Penalties for drunk driving can vary by state, just as the effectiveness of each method varies. West Virginia has a comprehensive car breathalyzer or ignition interlock program for all DUI offenders, but there are those who aren’t convinced that particular consequence is enough. Logically, an ignition interlock only works when a person is about to drive (or, already driving), so why not force a DUI offender to just stop drinking, entirely?
That’s the rationale behind 24/7 sobriety programs – an option that West Virginia may look into expanding for repeat DUI offenders in the state. It makes sense, in theory, to just take away the drinking and the alcohol. However, when it comes to DUI, 24/7 programs are only a part of the solution, especially since they only reduce repeat offenses by 12%.
If taking away a person’s ability to drink doesn’t stop them from drinking and driving, how can West Virginia say it is reducing its number of DUIs? With ignition interlock devices and the Alcohol Test and Safety Lock program. Overall, ignition interlock devices reduce repeat DUIs by 64%, according to M.A.D.D. West Virginia’s DUI reductions are at a reported 49% decrease from the numbers reported in 1984, an astounding figure if you consider the number of lives that are being saved through the state’s efforts.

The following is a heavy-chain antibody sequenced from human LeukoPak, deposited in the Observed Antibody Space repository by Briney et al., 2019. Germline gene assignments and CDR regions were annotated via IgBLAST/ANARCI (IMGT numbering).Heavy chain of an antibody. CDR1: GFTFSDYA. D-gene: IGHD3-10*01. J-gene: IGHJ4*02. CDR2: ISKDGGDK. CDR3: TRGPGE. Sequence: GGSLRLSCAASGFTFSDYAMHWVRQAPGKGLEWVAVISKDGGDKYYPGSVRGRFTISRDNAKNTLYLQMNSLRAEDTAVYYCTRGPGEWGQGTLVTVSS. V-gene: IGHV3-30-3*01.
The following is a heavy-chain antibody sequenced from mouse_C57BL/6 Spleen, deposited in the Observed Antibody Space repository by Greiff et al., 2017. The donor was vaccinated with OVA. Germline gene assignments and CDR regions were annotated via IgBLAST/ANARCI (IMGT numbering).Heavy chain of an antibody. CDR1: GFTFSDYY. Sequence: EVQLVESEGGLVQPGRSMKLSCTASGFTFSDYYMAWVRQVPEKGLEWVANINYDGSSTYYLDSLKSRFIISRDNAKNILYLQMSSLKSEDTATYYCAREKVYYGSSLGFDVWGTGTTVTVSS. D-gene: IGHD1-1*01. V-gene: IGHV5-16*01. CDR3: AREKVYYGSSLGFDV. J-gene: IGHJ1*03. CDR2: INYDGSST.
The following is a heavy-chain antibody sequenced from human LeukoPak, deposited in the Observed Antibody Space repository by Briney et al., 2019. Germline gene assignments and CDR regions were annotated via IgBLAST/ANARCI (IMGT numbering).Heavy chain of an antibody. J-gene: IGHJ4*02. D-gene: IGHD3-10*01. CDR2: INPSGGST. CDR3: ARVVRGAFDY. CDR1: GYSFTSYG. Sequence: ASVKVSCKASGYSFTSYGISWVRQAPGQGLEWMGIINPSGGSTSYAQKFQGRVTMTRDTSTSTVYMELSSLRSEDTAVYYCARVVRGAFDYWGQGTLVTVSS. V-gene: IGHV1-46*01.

Even with a 12% success rate, 24/7 Sobriety programs are helping to keep the streets safe from drunk drivers, and with other alcohol-related problems, such as assault and other criminal behaviors. Combined with an ignition interlock program that gives a DUI offender the ability to resume their normal life, those programs can only find exponential success in the fight against drunk driving. You can insist a person never drinks again, but that does not mean that person won’t try to find a way to keep up the habit, even if they are being monitored 24/7 for alcohol use. At least with an ignition interlock device, they cannot get behind the wheel of a car if they’ve been drinking.